Newspapers Thriving in India; Struggling in U.S.

We love newspapers. We always have.

For us, the joy of reading a newspaper in bed cuddling a loved one is a pleasure bar none. 

In our childhoold (the pre-TV days of the 60s and 70s), the sports pages of The Hindu were a big draw. As we grew older, we shifted our loyalties to the Indian Express and the Economic Times.

After moving to the U.S., we’ve been addicted to the New York Times and Wall Street Journal.

And it’s with distress we’ve watched the fortunes of the newspaper business sink in the U.S. lately.

But newspaper circulation is rising in India and China even as it falls in countries like USA where TV and digital media continue their relentless onslaught on the print medium.

According to the World Association of Newspapers (WAN), seven of the 10 world’s best-selling dailies are published in Asia. India, China and Japan account for 60 of them.

WAN estimates that circulation of U.S. dailies fell 1.9% in 2006 and 5.18% over five years. We think the WAN numbers underestimate the gravity of the problem in the U.S. and may not take note of the complimentary copies.

Revenue decline inevitably follows circulation declines. And sure enough, newspaper ad revenues in 2006 in the U.S. fell by 1.68% in 2006, according to WAN.

For the first quarter of 2007, total circulation revenues for the New York Times Company rose a piffling 1%, mainly because of the home-delivery and newsstand price increases in the fall one of our favorite newspapers New York Times .

The New York Times Company acknowledged in April that print advertising remains challenging, especially for classified advertising and in categories such as telecommunications and national automotive where it’s seeing declines.

The picture is not much different at our other favorite paper, Wall Street Journal. For Q1 of 2007, revenues at the Wall Street Journal U.S. Edition were down.

It’s the grim outlook for Dow Jones that has made Rupert Murdoch want to lay his grubby hands on its flagship asset, the Wall Street Journal.

Au contraire, in India newspapers continue to thrive and new ones continue to emerge. For instance, the Hindustan Times launched their business daily Mint a few months ago.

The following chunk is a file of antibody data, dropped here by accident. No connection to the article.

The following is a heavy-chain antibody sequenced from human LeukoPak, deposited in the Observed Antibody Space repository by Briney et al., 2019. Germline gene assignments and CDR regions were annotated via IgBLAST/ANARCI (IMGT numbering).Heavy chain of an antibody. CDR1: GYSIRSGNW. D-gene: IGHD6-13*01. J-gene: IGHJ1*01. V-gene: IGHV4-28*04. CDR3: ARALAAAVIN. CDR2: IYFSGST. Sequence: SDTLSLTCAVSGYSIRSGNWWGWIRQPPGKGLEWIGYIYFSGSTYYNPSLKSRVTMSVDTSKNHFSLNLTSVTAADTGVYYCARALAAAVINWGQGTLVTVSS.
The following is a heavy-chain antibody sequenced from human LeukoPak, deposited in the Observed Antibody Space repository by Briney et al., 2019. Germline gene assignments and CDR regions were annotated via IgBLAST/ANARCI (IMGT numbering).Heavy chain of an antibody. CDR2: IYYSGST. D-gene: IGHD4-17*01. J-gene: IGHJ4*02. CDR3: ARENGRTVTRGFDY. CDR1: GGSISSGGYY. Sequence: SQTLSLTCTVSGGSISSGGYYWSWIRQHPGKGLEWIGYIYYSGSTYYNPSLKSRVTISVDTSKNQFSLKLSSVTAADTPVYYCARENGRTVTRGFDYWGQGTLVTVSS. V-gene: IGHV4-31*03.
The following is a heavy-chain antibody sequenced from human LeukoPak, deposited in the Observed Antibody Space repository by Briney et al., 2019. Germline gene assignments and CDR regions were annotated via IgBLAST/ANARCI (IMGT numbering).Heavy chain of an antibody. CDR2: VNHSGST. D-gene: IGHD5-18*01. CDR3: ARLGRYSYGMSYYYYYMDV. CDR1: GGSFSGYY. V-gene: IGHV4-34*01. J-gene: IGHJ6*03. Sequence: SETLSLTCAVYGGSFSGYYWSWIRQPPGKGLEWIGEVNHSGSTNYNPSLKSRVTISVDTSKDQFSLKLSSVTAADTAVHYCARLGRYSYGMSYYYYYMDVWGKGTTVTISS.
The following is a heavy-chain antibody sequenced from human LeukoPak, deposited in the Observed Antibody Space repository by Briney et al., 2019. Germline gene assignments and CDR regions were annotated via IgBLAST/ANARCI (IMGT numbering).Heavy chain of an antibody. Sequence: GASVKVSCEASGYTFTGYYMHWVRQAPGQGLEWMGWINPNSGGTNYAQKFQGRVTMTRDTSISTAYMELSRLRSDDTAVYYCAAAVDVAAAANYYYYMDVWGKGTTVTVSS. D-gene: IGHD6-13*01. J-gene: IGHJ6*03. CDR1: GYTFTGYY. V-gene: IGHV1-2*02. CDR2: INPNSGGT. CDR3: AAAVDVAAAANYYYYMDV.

Compared to the U.S., newspapers are still ridiculously cheap in India. New York Times and Wall Street Journal both cost a buck on weekdays if you buy it at the newsstand. The Sunday edition of the Times costs $5.00 at the newsstand. The Bombay edition of The Economic Times cost Rs 2.00 on weekdays. Most likely, other papers in India are cheaper.

India’s day of reckoning with the print media will come when PC/Internet penetration and quality of broadband access improves.

Interestingly, we’ve rarely observed Indians purchasing or reading newspapers in the U.S.

Sure, a lot of Desis in the U.S. religiously read India Abroad, India West or any of the other Indian community newspapers. But we’re talking about mainstream American newspapers like the New York Times, Wall Street Journal, L.A.Times, Washington Post, and Chicago Tribune.

My unscientific observation suggests that Indians – North Indian or South Indian – in the U.S. rarely show interest in the mainstream newspapers.

Despite living in the U.S. for long years, a lot of Indians show little interest in mainstream America. On the contrary, many Indians are still obsessively interested in happenings in Bombay, Bangalore, Chennai and Lucknow. We know Indians who get magazines from India but will not pick up an American newspaper.

By the way, if you want to pick up Indian newspapers on the East Coast, Butala Emporium on 74th St in Jackson Heights (Queens), New York is the place to visit.

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